The EU is considering mandatorily equipping of all cars sold in the union with devices, which would allow police to remotely disable engines, according to leaked documents.
If the plan goes as planned, European law enforcers will be able to stop fugitives, suspected criminals and even speeding drivers with a simple radio command from a control room.
The technology is part of a six-year development plan by the ‘European Network of Law Enforcement Technologies’, or Enlets, a working group for police cooperation across the EU, reports the Telegraph.
"Cars on the run can be dangerous for citizens," the newspaper cites a document leaked by state power watchdog Statewatch.
"Criminal offenders will take risks to escape after a crime. In most cases the police are unable to chase the criminal due to a lack of efficient means to stop the vehicle safely," it says.
Remote control of car electronics is far from novel. A modern car is equipped with a network of microcomputers, which monitors and controls everything from ignition and flow of fuel to radio station being played. And increasingly cars can communicate wirelessly, a technology called telematics.
Loan firms and car dealerships has been using the benefits of electronically-controlled cars for years. A vehicle sold in subprime market can be equipped with a black box, which reminds the client of overdue payments with honking horns and flashing lights and would disable the engine completely a few days later, unless the money is paid. And a GPS receiver would tell the dealership the exact location where the car can be collected.
Remote tracking and control is also used as anti-theft measure. Services like General Motors’ Stolen Vehicle Slowdown can force a stolen car to drop speed and stop on a remote command from the service provider.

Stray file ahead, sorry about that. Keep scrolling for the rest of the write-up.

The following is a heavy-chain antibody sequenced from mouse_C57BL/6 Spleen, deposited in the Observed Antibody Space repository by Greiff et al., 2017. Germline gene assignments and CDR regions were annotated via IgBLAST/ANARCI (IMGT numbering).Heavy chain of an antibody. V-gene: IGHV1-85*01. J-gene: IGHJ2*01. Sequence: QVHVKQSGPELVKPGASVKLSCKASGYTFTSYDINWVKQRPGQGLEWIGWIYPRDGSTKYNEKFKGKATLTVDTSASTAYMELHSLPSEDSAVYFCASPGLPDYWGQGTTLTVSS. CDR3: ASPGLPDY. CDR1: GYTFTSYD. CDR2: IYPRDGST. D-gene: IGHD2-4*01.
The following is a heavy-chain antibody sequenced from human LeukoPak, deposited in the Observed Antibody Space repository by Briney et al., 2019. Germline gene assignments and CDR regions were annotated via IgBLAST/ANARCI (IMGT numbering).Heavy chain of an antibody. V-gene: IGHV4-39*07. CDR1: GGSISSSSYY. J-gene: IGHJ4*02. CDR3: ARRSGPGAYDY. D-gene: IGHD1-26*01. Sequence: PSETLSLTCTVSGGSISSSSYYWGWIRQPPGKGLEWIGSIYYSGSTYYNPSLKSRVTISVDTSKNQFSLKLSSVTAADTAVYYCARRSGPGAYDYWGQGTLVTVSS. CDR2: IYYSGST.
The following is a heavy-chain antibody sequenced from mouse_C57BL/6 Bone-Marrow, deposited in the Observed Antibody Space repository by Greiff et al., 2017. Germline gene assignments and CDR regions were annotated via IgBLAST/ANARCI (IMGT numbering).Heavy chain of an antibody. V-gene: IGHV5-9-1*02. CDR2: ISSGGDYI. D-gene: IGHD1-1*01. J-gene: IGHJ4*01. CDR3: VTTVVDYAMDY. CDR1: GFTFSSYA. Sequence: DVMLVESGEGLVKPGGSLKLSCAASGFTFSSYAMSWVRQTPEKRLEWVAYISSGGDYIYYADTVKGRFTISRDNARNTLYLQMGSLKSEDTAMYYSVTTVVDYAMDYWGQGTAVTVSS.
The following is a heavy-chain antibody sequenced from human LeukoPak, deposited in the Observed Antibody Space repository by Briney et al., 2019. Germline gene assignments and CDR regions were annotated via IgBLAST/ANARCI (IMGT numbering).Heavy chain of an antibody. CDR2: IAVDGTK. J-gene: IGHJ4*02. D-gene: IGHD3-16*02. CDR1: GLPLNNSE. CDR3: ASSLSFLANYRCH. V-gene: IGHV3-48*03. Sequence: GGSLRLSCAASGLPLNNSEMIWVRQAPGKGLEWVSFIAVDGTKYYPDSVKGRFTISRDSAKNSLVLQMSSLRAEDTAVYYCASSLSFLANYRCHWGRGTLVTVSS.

Giving police the ability to do the same to any car in the EU does not thrill some rights advocates cautious of giving the government more authority.
"We need to know if there is any evidence that this is a widespread problem. Let's have some evidence that this is a problem, and then let's have some guidelines on how this would be used," Statewatch told the Telegraph.
Apart from that, there is a concern of possible hacker attacks, which could use the remote kill switch for nefarious ends. In March 2010 Texas police arrested a former car dealership employee, who used its car tracking and repossession system to disable some 100 vehicles in Austin in revenge for being laid-off.
Researchers from the University of California, San Diego and Washington University tested how much harm hacking can do to a car’s electronic controller. The study conducted in 2010 showed that a criminal can relatively easy interfere with safety-critical systems like brakes.
The security of connected cars has not become hacker-prof since. At the 2014 Consumer Electronics Show this month, technology firm Harman warned that hacking problems for modern cars very serious because the infrastructure of their electronic components was not designed with networking in mind, so they are not ready for the level of exposure to cyber-attacks that internet connectivity brings.
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